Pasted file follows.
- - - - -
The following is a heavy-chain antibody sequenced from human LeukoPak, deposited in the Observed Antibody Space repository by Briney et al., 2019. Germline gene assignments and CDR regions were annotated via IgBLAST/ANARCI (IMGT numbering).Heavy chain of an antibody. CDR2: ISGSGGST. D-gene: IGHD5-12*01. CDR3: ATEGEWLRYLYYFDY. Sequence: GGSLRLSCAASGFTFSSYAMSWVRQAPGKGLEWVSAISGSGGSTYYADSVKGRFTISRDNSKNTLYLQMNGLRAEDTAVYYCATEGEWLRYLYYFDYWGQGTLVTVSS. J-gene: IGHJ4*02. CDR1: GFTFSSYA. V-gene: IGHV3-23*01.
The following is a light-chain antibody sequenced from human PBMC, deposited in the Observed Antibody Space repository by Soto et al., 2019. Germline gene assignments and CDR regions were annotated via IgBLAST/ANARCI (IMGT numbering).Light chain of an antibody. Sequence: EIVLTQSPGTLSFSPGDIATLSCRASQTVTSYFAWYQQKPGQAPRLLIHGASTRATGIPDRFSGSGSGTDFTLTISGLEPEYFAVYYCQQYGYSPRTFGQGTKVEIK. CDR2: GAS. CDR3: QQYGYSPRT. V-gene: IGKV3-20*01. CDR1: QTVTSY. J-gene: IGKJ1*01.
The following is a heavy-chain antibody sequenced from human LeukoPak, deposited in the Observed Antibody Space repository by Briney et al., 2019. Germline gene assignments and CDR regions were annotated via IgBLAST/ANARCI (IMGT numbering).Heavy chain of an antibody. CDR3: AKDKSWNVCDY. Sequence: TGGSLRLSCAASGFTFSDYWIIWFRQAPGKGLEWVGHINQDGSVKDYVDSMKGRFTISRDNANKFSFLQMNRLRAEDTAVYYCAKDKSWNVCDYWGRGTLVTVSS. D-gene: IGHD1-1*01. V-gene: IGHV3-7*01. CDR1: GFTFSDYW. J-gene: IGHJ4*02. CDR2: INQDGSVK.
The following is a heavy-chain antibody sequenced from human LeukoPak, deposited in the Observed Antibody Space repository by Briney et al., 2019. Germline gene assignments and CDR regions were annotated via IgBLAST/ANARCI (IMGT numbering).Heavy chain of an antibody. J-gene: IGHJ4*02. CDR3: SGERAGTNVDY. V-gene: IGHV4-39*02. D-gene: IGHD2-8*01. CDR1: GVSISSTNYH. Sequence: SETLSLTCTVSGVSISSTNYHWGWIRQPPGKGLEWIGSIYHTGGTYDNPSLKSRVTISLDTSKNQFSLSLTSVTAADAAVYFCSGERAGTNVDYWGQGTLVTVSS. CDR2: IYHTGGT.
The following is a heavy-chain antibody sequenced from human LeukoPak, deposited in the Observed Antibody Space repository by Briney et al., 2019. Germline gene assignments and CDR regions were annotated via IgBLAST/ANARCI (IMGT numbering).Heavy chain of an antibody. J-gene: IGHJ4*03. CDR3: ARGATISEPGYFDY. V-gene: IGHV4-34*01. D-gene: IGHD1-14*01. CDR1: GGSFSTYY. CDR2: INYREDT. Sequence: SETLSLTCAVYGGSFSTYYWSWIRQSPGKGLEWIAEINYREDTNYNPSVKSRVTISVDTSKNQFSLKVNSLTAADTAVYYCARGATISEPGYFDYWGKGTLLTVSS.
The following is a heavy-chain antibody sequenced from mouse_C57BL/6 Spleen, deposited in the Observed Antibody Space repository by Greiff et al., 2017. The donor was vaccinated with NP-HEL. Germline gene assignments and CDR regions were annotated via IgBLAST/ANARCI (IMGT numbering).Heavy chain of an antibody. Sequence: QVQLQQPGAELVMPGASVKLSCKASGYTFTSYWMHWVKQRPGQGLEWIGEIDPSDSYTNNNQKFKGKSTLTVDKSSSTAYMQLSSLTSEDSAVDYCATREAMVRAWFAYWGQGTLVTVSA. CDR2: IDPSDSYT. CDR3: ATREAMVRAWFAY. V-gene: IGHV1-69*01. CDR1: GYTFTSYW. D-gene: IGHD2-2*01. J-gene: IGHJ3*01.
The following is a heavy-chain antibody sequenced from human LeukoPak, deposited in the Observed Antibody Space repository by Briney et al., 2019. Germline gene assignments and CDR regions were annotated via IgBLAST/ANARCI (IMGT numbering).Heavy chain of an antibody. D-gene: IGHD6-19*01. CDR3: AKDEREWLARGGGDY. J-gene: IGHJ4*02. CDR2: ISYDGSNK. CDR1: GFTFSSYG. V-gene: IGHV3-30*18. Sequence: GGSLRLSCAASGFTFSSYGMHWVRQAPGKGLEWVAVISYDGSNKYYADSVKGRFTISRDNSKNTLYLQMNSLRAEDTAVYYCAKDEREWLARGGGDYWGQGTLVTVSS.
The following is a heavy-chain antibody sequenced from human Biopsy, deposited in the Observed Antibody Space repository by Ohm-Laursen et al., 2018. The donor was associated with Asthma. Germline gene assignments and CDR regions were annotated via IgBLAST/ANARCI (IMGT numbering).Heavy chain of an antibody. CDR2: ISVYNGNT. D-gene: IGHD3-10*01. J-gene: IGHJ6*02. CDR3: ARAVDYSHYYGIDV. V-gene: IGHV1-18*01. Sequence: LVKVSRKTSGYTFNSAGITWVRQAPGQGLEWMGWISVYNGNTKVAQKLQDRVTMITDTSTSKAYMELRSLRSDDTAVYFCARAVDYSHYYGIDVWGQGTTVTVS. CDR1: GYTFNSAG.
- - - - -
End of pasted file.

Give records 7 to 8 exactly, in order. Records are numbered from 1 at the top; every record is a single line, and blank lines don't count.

The following is a heavy-chain antibody sequenced from human LeukoPak, deposited in the Observed Antibody Space repository by Briney et al., 2019. Germline gene assignments and CDR regions were annotated via IgBLAST/ANARCI (IMGT numbering).Heavy chain of an antibody. D-gene: IGHD6-19*01. CDR3: AKDEREWLARGGGDY. J-gene: IGHJ4*02. CDR2: ISYDGSNK. CDR1: GFTFSSYG. V-gene: IGHV3-30*18. Sequence: GGSLRLSCAASGFTFSSYGMHWVRQAPGKGLEWVAVISYDGSNKYYADSVKGRFTISRDNSKNTLYLQMNSLRAEDTAVYYCAKDEREWLARGGGDYWGQGTLVTVSS.
The following is a heavy-chain antibody sequenced from human Biopsy, deposited in the Observed Antibody Space repository by Ohm-Laursen et al., 2018. The donor was associated with Asthma. Germline gene assignments and CDR regions were annotated via IgBLAST/ANARCI (IMGT numbering).Heavy chain of an antibody. CDR2: ISVYNGNT. D-gene: IGHD3-10*01. J-gene: IGHJ6*02. CDR3: ARAVDYSHYYGIDV. V-gene: IGHV1-18*01. Sequence: LVKVSRKTSGYTFNSAGITWVRQAPGQGLEWMGWISVYNGNTKVAQKLQDRVTMITDTSTSKAYMELRSLRSDDTAVYFCARAVDYSHYYGIDVWGQGTTVTVS. CDR1: GYTFNSAG.